Dropping down on all four paws, Tannà, the mother grizzly bear, swung around and loped off toward the trees. Her little cub bolted after her at full speed. When they finally reached the safety of their cave, he looked up at her and asked, “Why did we run, Momma?”
“We ran because we saw Man, Tantú,” she replied.
“He did not look big, Momma,” the cub insisted, “and he smelled afraid.”
“Yes, child, he reeked of fear,” she scowled, “and that is why we ran. Man is dangerous, Tantú. You must always run.”
“Always, Momma?” Tantú was a bit confused, so he asked, “You stood up to look at him and then smelled him. Why didn’t we just run when you saw him?” There was something in the little cub’s voice that told Tannà it was time he knew the truth.
“We ‘Watch for Adam’, my son,” Tannà said. “Come, Tantú, curl up beside me and I will tell you of the First Ones.” When they were snuggled together, Tannà took in a long breath and sighed. She looked up as though at some distant memory and began.
“Tan was the first of our kind and his wife was called Tannen. This was many, many years ago, when the world was brand new. They lived in a forest called Eddèn where there were berries all the time. There was no winter, so there was no long-sleeping. The world was warm, but it was covered with clouds.
“Creator made the first man, Adam, to tend the forest. Adam gave names to every animal. He is the one who named Tan and Tannen. Do you know, Tantú, that the man had no fur?”
“Ooh, yucky!” cried Tantú. “Didn’t he get cold, Momma?”
“Well, I think the nights might have been a little chilly, Tantú, because Adam liked to snuggle up with Tan and Tannen each night to stay cozy and warm.” Tannà reached out her paw and tickled her cub, then drew him closer to her. Tantú giggled and squirmed just a little, then sank deeper into his mother’s fur.
“Later, the Creator made a mate for Adam. She was called Eve. Adam brought her to Tan and Tannen, and they loved her. So it was that each day Adam would get up early and set out to tend the forest. Eve awoke a little later and she and the bears would go into the forest to gather food. Those were wonderful days, Tantú. The bears lived with the man and the woman and they were happy.
“Each afternoon, Tan would listen for the man’s return. When he heard his call, he would stand up on his hind legs and ‘Watch for Adam’ to come through the trees.”
Tantú interrupted, “Like you did today, Momma?”
“Just the same, Tantú,” she replied. “When the man came near, Tan would run to him and tackle him! They played and wrestled until the man fell to the ground laughing, his arms lovingly wrapped around the bear’s neck. Eve would smile at them and say, “You two and your bear hugs!”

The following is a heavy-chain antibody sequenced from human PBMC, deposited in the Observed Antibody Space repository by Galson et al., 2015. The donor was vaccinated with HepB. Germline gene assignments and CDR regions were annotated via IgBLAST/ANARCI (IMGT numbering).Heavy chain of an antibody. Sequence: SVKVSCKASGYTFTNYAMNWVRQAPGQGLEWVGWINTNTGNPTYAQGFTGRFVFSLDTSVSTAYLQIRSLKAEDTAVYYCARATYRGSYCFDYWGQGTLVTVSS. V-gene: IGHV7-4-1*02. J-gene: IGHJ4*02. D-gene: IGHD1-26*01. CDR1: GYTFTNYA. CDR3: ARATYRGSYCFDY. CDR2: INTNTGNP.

“What happened next, Momma?” the little cub eagerly asked. His eyes were wide open at the thought of bears and men being friends.
“After a time, Tan and Tannen had cubs,” she continued.
“Like me!” Tantú shouted.
“Yes,” his mother laughed, “just like you. In fact, they had two little cubs. Their names were Griz-lee and Griz-len. It is said they had fur as soft as rabbits. Eve loved to pick them up and hug them. They would lick all around her face, so she would close her eyes and laugh while she scratched them behind their ears. Eve especially liked to hold them close at night when she went to sleep.”
“But, Momma,” Tantú asked, “if the bears and Man used to be friends, why did we run from the man today?”
“Because, child, things changed.” There was a sense of foreboding in Tannà’s voice as she continued the story.
“One day, Tan and Tannen took their cubs on a little journey to find blueberries. As evening approached, Tan brought his family to where Adam and Eve were working in the center of the forest. It was later than normal. Each evening, the Creator would come and spend time with the Man. When Tan heard the Creator calling for Adam, he knew something was wrong. Adam had always come running when the Creator called. Now, for some reason, he and Eve were hiding.
“From behind the bushes, the bears watched as Adam and Eve came out from their hiding place. Their voices sounded angry, as they answered the Creator’s questions. Tan noticed that the people could not look in the Creator’s eyes anymore. They looked at the ground, mostly. There was no love, only shame. They had covered their bare bodies with fig leaves. When the Creator called out to the Serpent, who was also there, the cubs began to shake with fear. They drew close to Tannen.